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9 Cures for Your Old-Timey Ailments from the Late 1800s

Published: November 1, 2017

Do you suffer from Early Excesses, Sour Eructations, Softening of the Brain, Female Weaknesses, or Rupture?  If so, these advertisements from the late 1800s are ready to sell you a cure.

 

Ad

June 4, 1892

This location is now a seven-unit condo. One of them can be yours for $4.5 million, a price that is likely to bring on nervous debility.

 

Ad

June 4, 1892

Our research didn’t reveal what this exotic cure for hemorrhoids might have been, but one currently can visit a shrine in Japan that claims to relieve your piles by dipping your backside in a river and then pointing it in the direction of a holy egg.

 

Ad

July 8, 1892

According to the Notices of Judgment Under the Food and Drugs Act, Issue 4001; Issue 5000, the company was unable to prove that theirs medicines cured the listed diseases, and “on July 27, 1915, the defendant company entered a plea of guilty to the information, and the court imposed a fine of $50.”

 

Ad

July 16, 1892

All of these adjectives for this cure – positive, speedy, harmless – sound great, except we can’t quite determine the meaning of “almost inexpensive.”

 

Ad

July 30, 1892

A treatment that addresses hysteria, fits, nervous prostration caused by alcohol and tobacco, softening of the brain, involuntary losses, self-abuse, and over-indulgence sounds like the perfect antidote for the day after Halloween.

 

ad

January 6, 1894

One can only guess what kind of rupture was being cured; more information would have been helpful. As a side note, the Mutual Life Building at 10th and Chestnut Streets in Philadelphia is still in use, and is on the National Register of Historic Places. The current ground-floor tenant is a Starbucks.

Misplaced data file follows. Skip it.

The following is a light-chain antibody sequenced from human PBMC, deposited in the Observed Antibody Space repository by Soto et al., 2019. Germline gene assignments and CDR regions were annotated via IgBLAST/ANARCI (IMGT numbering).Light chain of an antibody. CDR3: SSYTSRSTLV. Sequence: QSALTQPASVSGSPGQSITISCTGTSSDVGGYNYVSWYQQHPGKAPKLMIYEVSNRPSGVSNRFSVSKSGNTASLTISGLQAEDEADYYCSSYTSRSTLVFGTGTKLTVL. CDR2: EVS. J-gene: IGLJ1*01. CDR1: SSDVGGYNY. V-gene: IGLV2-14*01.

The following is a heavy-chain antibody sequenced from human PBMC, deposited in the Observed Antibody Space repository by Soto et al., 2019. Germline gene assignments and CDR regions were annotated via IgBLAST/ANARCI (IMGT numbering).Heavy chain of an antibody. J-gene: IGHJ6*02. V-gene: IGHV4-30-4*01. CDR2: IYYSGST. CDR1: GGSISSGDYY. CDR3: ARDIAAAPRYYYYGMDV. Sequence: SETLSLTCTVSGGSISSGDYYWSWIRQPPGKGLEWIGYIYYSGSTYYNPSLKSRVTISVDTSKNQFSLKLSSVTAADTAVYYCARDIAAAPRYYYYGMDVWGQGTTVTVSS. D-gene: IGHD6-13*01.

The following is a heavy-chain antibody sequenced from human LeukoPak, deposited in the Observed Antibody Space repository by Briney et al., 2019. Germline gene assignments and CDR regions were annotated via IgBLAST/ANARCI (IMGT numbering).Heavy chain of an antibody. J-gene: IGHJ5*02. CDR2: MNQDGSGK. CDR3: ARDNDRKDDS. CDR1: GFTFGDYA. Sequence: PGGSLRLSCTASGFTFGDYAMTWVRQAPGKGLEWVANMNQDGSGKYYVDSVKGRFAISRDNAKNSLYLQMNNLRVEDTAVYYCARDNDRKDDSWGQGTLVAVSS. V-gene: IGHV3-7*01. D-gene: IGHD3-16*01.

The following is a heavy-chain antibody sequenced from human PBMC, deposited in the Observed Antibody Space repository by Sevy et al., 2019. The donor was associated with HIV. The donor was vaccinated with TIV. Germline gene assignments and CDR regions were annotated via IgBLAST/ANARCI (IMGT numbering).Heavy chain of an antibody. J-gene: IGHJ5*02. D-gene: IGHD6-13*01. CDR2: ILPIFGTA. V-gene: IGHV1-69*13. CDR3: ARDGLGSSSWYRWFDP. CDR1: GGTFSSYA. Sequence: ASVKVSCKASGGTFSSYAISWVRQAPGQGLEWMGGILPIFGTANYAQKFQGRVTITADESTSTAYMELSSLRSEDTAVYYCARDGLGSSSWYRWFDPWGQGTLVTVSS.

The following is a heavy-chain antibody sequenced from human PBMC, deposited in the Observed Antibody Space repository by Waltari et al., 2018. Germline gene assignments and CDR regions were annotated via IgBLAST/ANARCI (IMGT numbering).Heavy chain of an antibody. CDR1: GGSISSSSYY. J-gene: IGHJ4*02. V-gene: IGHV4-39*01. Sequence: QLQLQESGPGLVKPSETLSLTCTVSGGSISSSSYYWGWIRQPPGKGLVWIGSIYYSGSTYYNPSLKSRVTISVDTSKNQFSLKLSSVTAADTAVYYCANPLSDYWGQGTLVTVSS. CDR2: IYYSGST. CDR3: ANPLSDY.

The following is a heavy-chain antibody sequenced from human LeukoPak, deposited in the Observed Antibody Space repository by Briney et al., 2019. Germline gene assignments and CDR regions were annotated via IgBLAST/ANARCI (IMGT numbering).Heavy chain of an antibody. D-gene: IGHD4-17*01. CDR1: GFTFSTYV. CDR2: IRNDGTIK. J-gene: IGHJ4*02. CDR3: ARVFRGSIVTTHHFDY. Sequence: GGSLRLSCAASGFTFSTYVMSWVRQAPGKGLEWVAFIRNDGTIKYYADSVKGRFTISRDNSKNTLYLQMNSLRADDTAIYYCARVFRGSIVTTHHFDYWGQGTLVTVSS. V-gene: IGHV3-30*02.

Ad

January 6, 1894

Bright’s disease was a name given to a range of kidney diseases at the time. In the late 1890s, the Bedford Mineral Springs billed itself as “one of the most celebrated and romantic mountain resorts in the country,” according to a brochure at the time. The resort offered the Magnesia Spring, the Sulphur Spring, the Pure Spring, and the Iron Spring. The Magnesia Spring appeared to be the source for the bottled water.

 

ad

January 11, 1896

According to the New England Historical Society, James Cook Ayer, The Sarsaparilla King of Lowell, Massachusetts, “would become the most successful patent medicine manufacturer of his age. He accumulated one of the great fortunes of the era, an estimated $20 million.” While some of his concoctions proved to be effective, the Sarsaparilla didn’t work.

 

Ad

January 25, 1896

We’re not sure what the cure was, but it’s safe to say that any ladies’ “womb troubles” should not be addressed by an electrochemical battery company.

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  • The first ad on top is just so wonderful in what it says, I can only add that the FREE TO MEN font has what I considered (until now) to be kind of of a Hippie-era font, which it kind of was, but goes waaay back before then.

    In #2, I’m only vaguely familiar with the term ‘piles’. I’d heard it, wasn’t sure what it was, and instinctively didn’t ask to find out.

    #3 just sounds too good to be true; even at the time! However, is it possible that it could have helped with some of them, maybe a little? The only time I heard the term ‘sick headache’ used was by Mrs. Stevens (Darren’s mother) on ‘Bewitched’; one of the show’s most underrated characters.

    #4 kind of scares me, having nothing to do its cost.

    #5 once again mentions self abuse, this time followed by over indulgence…

    #6 sounds like it would very well require an operation and being hospitalized!

    #7 could help with the kidneys I suppose.

    #8 was a tasty old fashioned soft drink I had as a kid once in an Old West saloon while vacationing in central California.

    #9 had to have provided every POST staffer with a good laugh, male or female. It had me laughing out loud! It’s so bad it’s wonderful. They were doing it with a straight face, and paying the POST money to run it. I’d like to know more about this company. Seriously.

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